An Aid From Long Ago

Over forty years ago I was bored, bored, bored riding my beloved first horse Hat Tricks. He had gotten really responsive to my rather rough aids and I was looking for a new challenge. It occurred to me that my aids could be MUCH lighter, both hand and leg, so I started working on that.

First I lightened my contact. My horse did not run away, in fact he became so much more responsive that I rarely return to my previous weight of contact basically because I did not have to have heavy contact at all to control my wonderful horse. He became lighter in hand, he obeyed my hand aids better, and both of us were much happier with life.

Then it came to my leg aids. I had progressed far beyond the “pony club kick” that I was taught the first time I rode a horse, but my leg aids were visible to a person on the ground and my horse's obedience was sort of chancy (I don't blame my horse, he did his best.) Except for a kick with my outside foot to get the canter I had evolved to pressing my lower leg against his barrel with varying degrees of force, but someone on the ground could probably see my lower leg move to give the aid.

And, darn it, I kept on reading about “invisible aids” in the dressage books, and no matter what I tried Hat Tricks' main comment was “Huh, you said something?” instead of prompt, willing obedience. We did not progress much at all in the invisible leg aid field of riding..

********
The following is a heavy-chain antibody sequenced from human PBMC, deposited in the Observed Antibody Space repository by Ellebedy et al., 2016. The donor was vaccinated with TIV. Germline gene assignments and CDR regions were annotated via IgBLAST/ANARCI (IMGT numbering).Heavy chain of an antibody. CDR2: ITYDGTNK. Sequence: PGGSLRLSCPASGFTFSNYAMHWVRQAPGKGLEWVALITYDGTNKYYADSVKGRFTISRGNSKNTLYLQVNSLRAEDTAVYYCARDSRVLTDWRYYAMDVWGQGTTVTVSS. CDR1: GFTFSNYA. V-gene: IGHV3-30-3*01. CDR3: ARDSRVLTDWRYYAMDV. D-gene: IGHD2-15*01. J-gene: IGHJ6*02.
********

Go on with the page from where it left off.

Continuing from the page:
Then I came up with the idea that if I hardened my calf muscles by flexing them it would make my invisible leg aid more noticeable to my horse. So I started flexing my calf muscles hard instead of pressing my calf against his barrel and I got the usual “Is that REALLY an aid?” I started backing up my leg with my crop and after a few days Hat Tricks was content, flexing my calf muscles WAS a real aid. I was not wearing spurs back then because I really did not need them with Hat Tricks, after all I had started to learn how to time my basic leg aids at the walk, trot and canter. In around two weeks I was able to substitute flexing my calf muscles for all of my leg aids, with prompt, calm and willing responses from my horse.

When Debbie started talking about me starting to canter again I was not totally happy. Not so much about the canter itself, but the necessity of giving a lesson horse the leg aid for the canter. Beginning riders often have to give the pony club kick for a lesson horse to respond, but right now with my MS giving a pony club kick totally ruins my position and greatly weakens my security in the saddle. Since following the horse's back at the canter requires that I also change my actual seat in the saddle I definitely needed to come up with a recognizable valid leg aid that would not destroy my security in the saddle. At first I had had great hopes for just using my medial soleus muscle to give the aid, but I was finding that to get a response from MJ I ended up taking my lower thigh, knee, and upper calf off the saddle, which of course can destroy my security in the saddle.

Then I remembered that summer with Hat Tricks, with him getting so incredibly sensitive to me just flexing my calf muscles. Since the medial soleus is a calf muscle I must have flexed and tightened it too, and Hat Tricks became very responsive to this aid. Could this be my answer to my problem? Could I train MJ to this new type of leg aid?